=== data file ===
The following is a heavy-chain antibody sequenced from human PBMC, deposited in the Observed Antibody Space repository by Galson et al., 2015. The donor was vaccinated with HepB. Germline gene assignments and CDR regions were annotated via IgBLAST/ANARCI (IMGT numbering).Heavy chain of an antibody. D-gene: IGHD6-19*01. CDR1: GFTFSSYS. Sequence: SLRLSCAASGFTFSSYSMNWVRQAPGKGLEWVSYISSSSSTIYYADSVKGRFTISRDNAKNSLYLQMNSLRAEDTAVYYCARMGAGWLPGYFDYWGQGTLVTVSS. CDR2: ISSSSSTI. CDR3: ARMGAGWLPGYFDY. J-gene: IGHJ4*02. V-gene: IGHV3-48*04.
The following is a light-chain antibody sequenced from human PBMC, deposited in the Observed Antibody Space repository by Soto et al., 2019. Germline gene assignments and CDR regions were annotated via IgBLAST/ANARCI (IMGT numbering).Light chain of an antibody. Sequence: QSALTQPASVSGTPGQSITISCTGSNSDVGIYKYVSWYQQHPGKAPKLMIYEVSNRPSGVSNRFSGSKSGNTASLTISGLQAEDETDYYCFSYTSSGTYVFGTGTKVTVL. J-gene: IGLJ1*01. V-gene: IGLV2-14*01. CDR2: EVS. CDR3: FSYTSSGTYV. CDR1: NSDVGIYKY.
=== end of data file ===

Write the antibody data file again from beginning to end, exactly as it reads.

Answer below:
The following is a heavy-chain antibody sequenced from human PBMC, deposited in the Observed Antibody Space repository by Galson et al., 2015. The donor was vaccinated with HepB. Germline gene assignments and CDR regions were annotated via IgBLAST/ANARCI (IMGT numbering).Heavy chain of an antibody. D-gene: IGHD6-19*01. CDR1: GFTFSSYS. Sequence: SLRLSCAASGFTFSSYSMNWVRQAPGKGLEWVSYISSSSSTIYYADSVKGRFTISRDNAKNSLYLQMNSLRAEDTAVYYCARMGAGWLPGYFDYWGQGTLVTVSS. CDR2: ISSSSSTI. CDR3: ARMGAGWLPGYFDY. J-gene: IGHJ4*02. V-gene: IGHV3-48*04.
The following is a light-chain antibody sequenced from human PBMC, deposited in the Observed Antibody Space repository by Soto et al., 2019. Germline gene assignments and CDR regions were annotated via IgBLAST/ANARCI (IMGT numbering).Light chain of an antibody. Sequence: QSALTQPASVSGTPGQSITISCTGSNSDVGIYKYVSWYQQHPGKAPKLMIYEVSNRPSGVSNRFSGSKSGNTASLTISGLQAEDETDYYCFSYTSSGTYVFGTGTKVTVL. J-gene: IGLJ1*01. V-gene: IGLV2-14*01. CDR2: EVS. CDR3: FSYTSSGTYV. CDR1: NSDVGIYKY.